When people come into my house, I say "Just shut up and look around."
—Philip Johnson

The glass house designed by Philip Johnson has been called one of the world's most beautiful and yet least functional homes. Johnson did not envision it as a place to live so much as a stage... and a statement. The house is often cited as a model example of the International Style.

The idea of a house with glass walls was from Mies van der Rohe, who early on had realized the possibilities of glass-facade skyscrapers. As Johnson was writing Mies van der Rohe (1947), a debate ensued between the two men—was a glass house even possible to design? Mies was designing the glass-and-steel Farnsworth House in 1947 when Johnson bought an old dairy farm in Connecticut. On this land, Johnson experimented with fourteen "events," beginning with the 1949 completion of this glass house.

Unlike the Farnsworth House, Philip Johnson's home is symmetrical and sits solidly on the ground. The quarter-inch thick glass walls (the original plate glass was replaced with tempered glass) are supported by black steel pillars. The interior space is mainly divided by its furnishings—dining table and chairs; Barcelona chairs and rug; low walnut cabinets serve as a bar and kitchen; a wardrobe and bed; and a ten-foot brick cylinder (the only area that reaches the ceiling/roof) that contains the leather-tiled bathroom on one side and an open-hearthed fireplace on the other. The cylinder and the brick floors are a polished purple hue.

What Others Say:

Architecture Professor Paul Heyer comparing the Johnson house with Mies van der Rohe's:

"In Johnson's house the entire living space, to all corners, is more visible; and because it is broader—an area 32 feet by 56 feet with a 10 1/2-foot ceiling—it has a more centered feeling, a space where you have a greater sense of 'coming to res.' In other words, where Mies's is dynamic in feeling, Johnson's is more static."— Architects on Architecture: New Directions in America by Paul Heyer, 1966, p. 281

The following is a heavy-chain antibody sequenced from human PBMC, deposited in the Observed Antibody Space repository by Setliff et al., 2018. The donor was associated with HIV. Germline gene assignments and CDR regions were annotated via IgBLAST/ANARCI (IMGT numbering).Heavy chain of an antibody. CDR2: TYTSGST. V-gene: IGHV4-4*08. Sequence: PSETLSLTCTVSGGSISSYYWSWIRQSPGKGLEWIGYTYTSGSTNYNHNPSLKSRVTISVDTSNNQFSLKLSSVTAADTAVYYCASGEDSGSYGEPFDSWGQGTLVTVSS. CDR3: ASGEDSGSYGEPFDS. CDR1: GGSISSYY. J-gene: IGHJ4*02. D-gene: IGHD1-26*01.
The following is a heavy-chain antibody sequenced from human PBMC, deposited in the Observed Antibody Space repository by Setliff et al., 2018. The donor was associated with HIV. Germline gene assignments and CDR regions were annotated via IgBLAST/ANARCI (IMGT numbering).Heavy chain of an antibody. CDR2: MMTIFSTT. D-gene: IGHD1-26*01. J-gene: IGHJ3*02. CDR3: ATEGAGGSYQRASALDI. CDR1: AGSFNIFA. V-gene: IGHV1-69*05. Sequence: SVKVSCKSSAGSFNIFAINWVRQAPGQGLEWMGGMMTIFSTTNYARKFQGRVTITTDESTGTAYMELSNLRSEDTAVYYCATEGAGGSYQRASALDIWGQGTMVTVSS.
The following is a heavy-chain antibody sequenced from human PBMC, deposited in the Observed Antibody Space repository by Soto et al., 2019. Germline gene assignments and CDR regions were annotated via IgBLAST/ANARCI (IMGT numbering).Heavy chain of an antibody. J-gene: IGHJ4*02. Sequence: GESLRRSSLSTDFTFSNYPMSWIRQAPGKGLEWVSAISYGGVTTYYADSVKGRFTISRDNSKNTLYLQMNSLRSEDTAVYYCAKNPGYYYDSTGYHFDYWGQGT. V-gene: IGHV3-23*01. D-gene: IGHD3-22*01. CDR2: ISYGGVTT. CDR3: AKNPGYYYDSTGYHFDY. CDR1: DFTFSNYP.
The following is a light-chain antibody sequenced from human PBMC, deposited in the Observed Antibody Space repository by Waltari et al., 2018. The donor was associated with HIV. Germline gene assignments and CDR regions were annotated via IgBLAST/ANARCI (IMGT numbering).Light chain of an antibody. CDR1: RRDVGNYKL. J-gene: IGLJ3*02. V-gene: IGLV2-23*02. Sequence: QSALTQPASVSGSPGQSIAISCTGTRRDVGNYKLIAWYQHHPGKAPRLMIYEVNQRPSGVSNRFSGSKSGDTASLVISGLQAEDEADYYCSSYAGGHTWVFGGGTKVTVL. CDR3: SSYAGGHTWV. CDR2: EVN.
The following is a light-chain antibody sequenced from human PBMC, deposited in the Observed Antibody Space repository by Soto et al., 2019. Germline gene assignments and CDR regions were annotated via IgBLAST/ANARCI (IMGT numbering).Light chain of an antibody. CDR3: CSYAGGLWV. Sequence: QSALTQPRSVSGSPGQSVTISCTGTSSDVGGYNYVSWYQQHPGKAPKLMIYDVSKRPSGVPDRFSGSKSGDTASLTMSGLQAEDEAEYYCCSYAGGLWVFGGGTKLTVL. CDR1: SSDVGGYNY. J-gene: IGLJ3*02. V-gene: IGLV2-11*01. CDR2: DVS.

Architecture critic Paul Goldberger:

" the Glass House to places like Monticello or Sir John Soane's Museum in London, both of which are structures that, like this one, are quite literally autobiographies written in the form of houses—amazing buildings in which the architect was the client, and the client was the architect, and the goal was to express in built form the preoccupations of a life....We could see that this house was, as I said, Philip Johnson's autobiography—all of his interests were visible, and all of his architectural preoccupations, beginning with his connection to Mies van der Rohe, and going on to his decorative classicism phase, which yielded the little pavilion, and his interest in an angular, crisp, more purely sculptural modernism, which brought forth the Sculpture Gallery."—" Philip Johnson's Glass House," a Lecture by Paul Goldberger, May 24, 2006 [accessed September 13, 2013]

About the Property:

Philip Johnson used his house as a "viewing platform" to look out at the landscape. He often used the term "Glass House" to describe the entire 47-acre site. In addition to the Glass House, the site has ten buildings designed by Johnson at different periods of his career. Three other older structures were renovated by Philip Johnson (1906-2005) and David Whitney (1939-2005), a renowned art collector, museum curator, and Johnson's long-time partner.